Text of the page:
Blink 182 – California – 01/07/16
Let’s first address the elephant in the room. A substitution of Tom DeLonge (because he’s off searching for UFO’s… no seriously) for Alkaline Trio’s Matt Skiba is always going to bring a different sound and I don’t believe for a second this would be any kind of gut reaction. The question that has to be asked is whether Skiba is looking to emulate DeLonge or put his own stamp on things?
We enter the album with Mark Hoppus’ unmistakeable vocals and then dropping into a typical Blink style thrashing punk rock in the tune of ‘Cynical’. Seems fitting that the open line talks about whether to give up. This must have been a question that has been asked to Mark a thousand times. We also hear a mistake from Travis Barker on the opening drum roll that is left in along with an accompanying “ah!” – It’s safe to say their sense of humour hasn’t gone anywhere.
‘Bored to Death’ was the first song written for the album, recorded at producer John Feldman’s (Panic! At the Disco, Good Charlotte, Goldfinger, Papa Roach etc.) Foxy Studios, in Woodland Hills, California between January and March 2016. This was allegedly written on the first day of work with Feldman. Obviously, they started as they meant to go on. This song has something for fans old and new and grows with each listen.
The dip into the ‘love song’ pool with ‘She’s Out Of Her Mind’, about gooey romantic girl next door type situation, might be too far gone for a band like Blink 182 in that they’re all comfortably into their 40s. However, the relentless youthful energy these guys have completely overshadows any thoughts of age. This song makes me feel 14 again, listening to pop-punk wishing I was cool enough to be in a band.
‘Los Angeles’ is quite a far cry from the classic Blink sound but a tune delivered with aplomb and a siren call of ‘Los Angeles’. The first song heavily driven with Skiba’s vocals and I would imagine influenced musically by him in the most part. It seems a little trite to name a tune after the most famous city in California. But, it’s Blink. If you’re expecting them to drop some enlightened political drivel, you’re in the wrong place.
We fall into an issue with ‘Sober’ where it seems Feldman might have been left alone with the track a little too much and forces some stiff handclaps and piano interludes that seem to have no place.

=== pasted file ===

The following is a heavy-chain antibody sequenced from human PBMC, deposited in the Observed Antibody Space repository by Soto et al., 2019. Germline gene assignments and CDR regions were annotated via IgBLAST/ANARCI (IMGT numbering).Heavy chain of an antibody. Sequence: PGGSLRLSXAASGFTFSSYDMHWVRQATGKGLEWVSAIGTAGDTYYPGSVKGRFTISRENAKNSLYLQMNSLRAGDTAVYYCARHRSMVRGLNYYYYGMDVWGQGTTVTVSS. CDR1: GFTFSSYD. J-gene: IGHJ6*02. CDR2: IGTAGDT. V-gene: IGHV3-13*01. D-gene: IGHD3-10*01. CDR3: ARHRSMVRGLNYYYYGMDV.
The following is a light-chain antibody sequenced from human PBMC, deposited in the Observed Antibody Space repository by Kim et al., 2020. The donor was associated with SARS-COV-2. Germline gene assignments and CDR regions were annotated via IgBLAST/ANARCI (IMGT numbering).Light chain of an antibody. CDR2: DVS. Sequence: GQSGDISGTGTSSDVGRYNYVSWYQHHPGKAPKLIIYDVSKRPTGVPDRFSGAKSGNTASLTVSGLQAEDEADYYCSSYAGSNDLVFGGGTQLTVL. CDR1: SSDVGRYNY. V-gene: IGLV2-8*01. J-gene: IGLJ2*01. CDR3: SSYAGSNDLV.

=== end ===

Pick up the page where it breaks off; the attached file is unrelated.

Breathe a sigh of relief. Go on. ‘Built This Pool’ had me audibly laughing. A 17 second track that simply says “wooo-oo woo—oo. I wanna see some naked dudes. That’s why I built this pool” with a voice asking “Is that really it?” – they retain their childish humour in this inherently silly song that is genuinely enjoyable.
Both ‘No Future’ and ‘Home Is Such a Lonely Place’ prove the synergy with this new line up – Hoppus’ and Skiba’s vocals intertwining in such a satisfying way. ‘Kings of the Weekend’ and ‘Teenage Satellites’ are power chord fuelled jaunts into the old days. There is a constant undertone of misspent youth and reminiscing thinly veiled in perpetual drum fills and guitar riffs. It’s hard to say too much about these tracks as they aren’t that discernible from the other. Bear in mind that doesn’t mean they are not enjoyable songs.
‘Left Alone’ has an ‘I Miss You’ element lingering with the chorus effect on Hoppus’ solemn vocals. This is cut through when the song explodes into its chorus which is another demonstration of the way Skiba and Hoppus can mesh and work together. All the while Travis Barker is doing his thing as one of the best drummers walking the earth.
It has to be noted that despite the youthful energy and whimsical nature that sometimes comes with Blink 182. There is a maturity in this album. The lyrical sensibilities point towards an outside looking in type situation. Like looking at their youth through the adult lens. This is evident in ‘Rabbit Hole’ in the lyric “I am a cardboard cut-out, old and faded”.
Another trite theme for a tune in ‘San Diego’, but a venture into the more sombre feel. Skiba is tasked with the chorus here and seems to have created a brother song to ‘Los Angeles’ in the similarities between the chorus hooks.
‘The Only Thing That Matters’ – a song that wouldn’t be out of place on the Tony Hawk Pro Skater game. It’s a short and snappy tune that holds its own despite its short nature and is very difficult to find fault in.
The title track ‘California’ doesn’t feel right. I can’t put my finger on it but it just seems like a cliché filled escapade into the mediocre. More ‘na na nas’ than you can shake a stick at. Having said that, I can imagine Californians sitting on the beach around a fire blasting this out while they enjoy a scene that is one thousand times better than that of my desk. I imagine it’s hard for me to relate to and maybe why it doesn’t resonate with me.
We get another blast of comedy in the 30 second track Brohemian Rhapsody which is a pop punk thrash for the sole purpose of a crass one-liner. I laughed. So did you, don’t lie. “There’s something about you that I can’t quite put my finger in”. Gold.
If I’m entirely honest, which I am, I think this album would have been better suited as an EP. We could have missed out a number of tracks and put out a mind blowing 5 track EP. Instead, we trudged through some murky waters to get to the good stuff. It’s not the finest work Blink 182 has ever put out but it does show their versatility to retain their identity in a 3-piece band when one of those members has been replaced. The strength of character that takes has to be respected.
All-in-all an enjoyable album but some very un-assuming tracks mixed in with some potential classics.